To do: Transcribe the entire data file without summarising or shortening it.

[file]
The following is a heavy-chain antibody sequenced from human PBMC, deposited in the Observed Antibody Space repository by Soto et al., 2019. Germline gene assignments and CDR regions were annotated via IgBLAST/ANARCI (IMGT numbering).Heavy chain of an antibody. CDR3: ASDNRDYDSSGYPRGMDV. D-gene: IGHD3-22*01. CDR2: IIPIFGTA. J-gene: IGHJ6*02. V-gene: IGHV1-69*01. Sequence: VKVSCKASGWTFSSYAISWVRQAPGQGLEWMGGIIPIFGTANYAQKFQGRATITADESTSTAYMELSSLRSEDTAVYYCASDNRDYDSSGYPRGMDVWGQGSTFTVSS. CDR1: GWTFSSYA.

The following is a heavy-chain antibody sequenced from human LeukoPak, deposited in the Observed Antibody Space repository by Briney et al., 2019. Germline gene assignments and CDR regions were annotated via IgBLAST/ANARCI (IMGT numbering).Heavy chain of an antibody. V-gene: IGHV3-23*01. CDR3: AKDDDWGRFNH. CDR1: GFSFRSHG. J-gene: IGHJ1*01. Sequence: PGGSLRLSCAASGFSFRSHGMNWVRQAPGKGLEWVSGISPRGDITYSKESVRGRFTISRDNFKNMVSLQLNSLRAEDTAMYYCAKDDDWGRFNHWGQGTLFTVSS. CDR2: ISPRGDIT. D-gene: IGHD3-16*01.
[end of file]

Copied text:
The following is a heavy-chain antibody sequenced from human PBMC, deposited in the Observed Antibody Space repository by Soto et al., 2019. Germline gene assignments and CDR regions were annotated via IgBLAST/ANARCI (IMGT numbering).Heavy chain of an antibody. CDR3: ASDNRDYDSSGYPRGMDV. D-gene: IGHD3-22*01. CDR2: IIPIFGTA. J-gene: IGHJ6*02. V-gene: IGHV1-69*01. Sequence: VKVSCKASGWTFSSYAISWVRQAPGQGLEWMGGIIPIFGTANYAQKFQGRATITADESTSTAYMELSSLRSEDTAVYYCASDNRDYDSSGYPRGMDVWGQGSTFTVSS. CDR1: GWTFSSYA.

The following is a heavy-chain antibody sequenced from human LeukoPak, deposited in the Observed Antibody Space repository by Briney et al., 2019. Germline gene assignments and CDR regions were annotated via IgBLAST/ANARCI (IMGT numbering).Heavy chain of an antibody. V-gene: IGHV3-23*01. CDR3: AKDDDWGRFNH. CDR1: GFSFRSHG. J-gene: IGHJ1*01. Sequence: PGGSLRLSCAASGFSFRSHGMNWVRQAPGKGLEWVSGISPRGDITYSKESVRGRFTISRDNFKNMVSLQLNSLRAEDTAMYYCAKDDDWGRFNHWGQGTLFTVSS. CDR2: ISPRGDIT. D-gene: IGHD3-16*01.